5:20 Jean Delatour’s Laurent Lefèvre has scampered off the front of the lead group.

The peloton has absorbed the other three in the break.

5:19 p.m. The leaders are on the day’s last rated climb. They may win the KOM points, but the peloton is just 12 seconds back.

5:15 p.m. Now the Rabobank team is taking over at the front of the field. The chase is working and the leaders have had their lead trimmed to 30 seconds. We are 15km from the finish.

5:11 p.m. The four leaders are 17km from the finish… and more importantly, seven kilometers from the day’s last climb.

The leaders have an advantage of 35 seconds, which makes Casar the new leader on the road, since he began the day 22 seconds out of first.

5:09 p.m. With 19km to go, the four leaders have a 35 second advantage over the field.

CSC and Postal are leading the peloton.

5:02p.m. Sandy Casar, Laurent Lefèvre and Cristian Moreni have joined Serpellini. With 25km to go, the four leaders have an advantage of 30 seconds.

5:00p.m. We have 26km to go.

Lampre’s Marco Serpellini is off the front, by about 15 seconds ahead of a small chase group of three riders. The peloton — led by Postal — is another 10 seconds behind.

4:58 p.m. You think you’ve had a bad day at the office…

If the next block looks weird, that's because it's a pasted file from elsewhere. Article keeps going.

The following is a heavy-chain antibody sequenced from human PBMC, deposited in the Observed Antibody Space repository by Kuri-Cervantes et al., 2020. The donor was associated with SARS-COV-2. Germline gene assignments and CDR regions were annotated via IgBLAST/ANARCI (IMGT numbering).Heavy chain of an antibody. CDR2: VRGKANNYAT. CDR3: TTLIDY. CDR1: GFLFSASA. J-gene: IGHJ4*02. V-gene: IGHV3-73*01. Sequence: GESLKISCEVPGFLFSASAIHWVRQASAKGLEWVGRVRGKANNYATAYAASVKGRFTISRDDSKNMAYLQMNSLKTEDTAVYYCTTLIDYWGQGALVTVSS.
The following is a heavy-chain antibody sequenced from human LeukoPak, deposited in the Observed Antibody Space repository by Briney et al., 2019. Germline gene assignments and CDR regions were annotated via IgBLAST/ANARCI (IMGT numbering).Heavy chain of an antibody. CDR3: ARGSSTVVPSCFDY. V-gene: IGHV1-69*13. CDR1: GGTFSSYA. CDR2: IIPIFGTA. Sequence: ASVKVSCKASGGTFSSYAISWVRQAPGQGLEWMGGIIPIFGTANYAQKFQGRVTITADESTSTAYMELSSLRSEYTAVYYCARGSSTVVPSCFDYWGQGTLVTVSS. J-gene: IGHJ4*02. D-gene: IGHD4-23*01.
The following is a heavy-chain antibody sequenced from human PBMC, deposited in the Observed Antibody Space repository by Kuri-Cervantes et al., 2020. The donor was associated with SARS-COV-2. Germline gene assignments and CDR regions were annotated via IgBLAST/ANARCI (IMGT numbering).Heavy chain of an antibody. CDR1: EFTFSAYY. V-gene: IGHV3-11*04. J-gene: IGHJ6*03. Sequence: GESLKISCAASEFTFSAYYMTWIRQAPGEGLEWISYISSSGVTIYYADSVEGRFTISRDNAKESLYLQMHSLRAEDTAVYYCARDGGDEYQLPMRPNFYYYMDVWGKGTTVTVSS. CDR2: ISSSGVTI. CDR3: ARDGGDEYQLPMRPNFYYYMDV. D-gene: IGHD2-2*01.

Christophe Moreau managed to chase back on, rejoined the peloton and then he crashed again.

Moreau is chasing again.

4:52 p.m. If you look at today’s profile you’ll see these final kilometers are going to be tough.

The attacks are coming fast and furious.

Right now Telekom’s Giuseppe Guerini is off the front with a small group including Walter Bénéteau (Bonjour).

4:49 p.m. Bortolami earned the first spot in the sprint, Piotr Wadecki (Domo) took second and Jacky Durand earned the third spot.

We have 30km to go.

4:48 p.m. We are coming up on the day’s second intermediate sprint.

Gianluca Bortolami (Tacconi) took the sprint.

Moreau and his group have rejoined.

4:47 p.m. The leaders have been caught.

Moreau and his CA teammates are about 20 seconds off the back of the peloton.